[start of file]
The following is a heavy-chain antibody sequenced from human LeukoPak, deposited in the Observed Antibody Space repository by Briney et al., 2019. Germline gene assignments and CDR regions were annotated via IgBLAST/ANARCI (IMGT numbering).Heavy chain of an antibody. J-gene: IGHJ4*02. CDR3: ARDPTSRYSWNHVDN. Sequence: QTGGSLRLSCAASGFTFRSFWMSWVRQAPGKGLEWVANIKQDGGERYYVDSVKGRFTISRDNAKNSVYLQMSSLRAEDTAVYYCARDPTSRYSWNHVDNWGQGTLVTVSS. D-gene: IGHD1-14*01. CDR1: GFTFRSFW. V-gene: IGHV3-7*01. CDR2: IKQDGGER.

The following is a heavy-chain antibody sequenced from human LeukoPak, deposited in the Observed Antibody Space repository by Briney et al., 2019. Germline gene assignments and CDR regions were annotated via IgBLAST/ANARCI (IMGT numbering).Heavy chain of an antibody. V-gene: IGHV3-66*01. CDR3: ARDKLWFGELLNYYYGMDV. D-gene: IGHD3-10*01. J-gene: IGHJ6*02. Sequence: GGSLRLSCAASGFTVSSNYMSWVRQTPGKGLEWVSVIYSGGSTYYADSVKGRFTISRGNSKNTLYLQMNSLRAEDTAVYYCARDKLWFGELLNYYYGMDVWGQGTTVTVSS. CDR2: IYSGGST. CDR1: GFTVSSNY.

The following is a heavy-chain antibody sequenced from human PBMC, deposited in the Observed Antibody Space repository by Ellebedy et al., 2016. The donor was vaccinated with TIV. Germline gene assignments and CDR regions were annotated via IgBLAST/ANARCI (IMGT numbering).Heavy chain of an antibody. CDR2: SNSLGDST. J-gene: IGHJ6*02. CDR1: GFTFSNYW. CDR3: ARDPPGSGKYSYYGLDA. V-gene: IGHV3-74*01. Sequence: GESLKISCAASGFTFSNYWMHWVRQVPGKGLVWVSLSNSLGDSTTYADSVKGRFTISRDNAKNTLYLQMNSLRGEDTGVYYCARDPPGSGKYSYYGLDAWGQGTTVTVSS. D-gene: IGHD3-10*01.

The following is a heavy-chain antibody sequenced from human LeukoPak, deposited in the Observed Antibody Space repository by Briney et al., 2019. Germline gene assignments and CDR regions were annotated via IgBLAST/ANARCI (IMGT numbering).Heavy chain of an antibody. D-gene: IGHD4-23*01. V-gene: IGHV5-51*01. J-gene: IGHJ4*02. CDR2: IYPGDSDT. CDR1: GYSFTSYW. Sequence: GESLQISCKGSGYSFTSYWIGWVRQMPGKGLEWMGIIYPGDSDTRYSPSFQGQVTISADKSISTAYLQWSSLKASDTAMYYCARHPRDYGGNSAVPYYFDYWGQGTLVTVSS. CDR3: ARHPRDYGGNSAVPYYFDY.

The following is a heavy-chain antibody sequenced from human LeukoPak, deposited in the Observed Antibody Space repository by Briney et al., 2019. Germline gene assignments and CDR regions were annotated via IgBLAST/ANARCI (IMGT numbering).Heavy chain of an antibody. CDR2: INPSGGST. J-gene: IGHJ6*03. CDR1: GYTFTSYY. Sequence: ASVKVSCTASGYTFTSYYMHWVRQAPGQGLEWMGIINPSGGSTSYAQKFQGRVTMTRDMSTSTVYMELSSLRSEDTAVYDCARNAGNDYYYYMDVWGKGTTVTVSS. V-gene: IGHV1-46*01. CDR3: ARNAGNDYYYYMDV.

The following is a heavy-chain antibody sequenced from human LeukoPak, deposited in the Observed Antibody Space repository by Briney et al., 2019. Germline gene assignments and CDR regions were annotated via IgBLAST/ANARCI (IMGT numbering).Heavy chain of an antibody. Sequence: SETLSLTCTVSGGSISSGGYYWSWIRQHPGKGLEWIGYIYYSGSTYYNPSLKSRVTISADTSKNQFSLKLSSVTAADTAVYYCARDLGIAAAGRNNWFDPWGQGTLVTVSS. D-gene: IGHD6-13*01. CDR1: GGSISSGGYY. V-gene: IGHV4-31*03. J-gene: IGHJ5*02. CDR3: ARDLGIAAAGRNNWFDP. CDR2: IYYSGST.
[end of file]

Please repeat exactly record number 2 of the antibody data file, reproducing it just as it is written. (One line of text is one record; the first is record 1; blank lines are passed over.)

The following is a heavy-chain antibody sequenced from human LeukoPak, deposited in the Observed Antibody Space repository by Briney et al., 2019. Germline gene assignments and CDR regions were annotated via IgBLAST/ANARCI (IMGT numbering).Heavy chain of an antibody. V-gene: IGHV3-66*01. CDR3: ARDKLWFGELLNYYYGMDV. D-gene: IGHD3-10*01. J-gene: IGHJ6*02. Sequence: GGSLRLSCAASGFTVSSNYMSWVRQTPGKGLEWVSVIYSGGSTYYADSVKGRFTISRGNSKNTLYLQMNSLRAEDTAVYYCARDKLWFGELLNYYYGMDVWGQGTTVTVSS. CDR2: IYSGGST. CDR1: GFTVSSNY.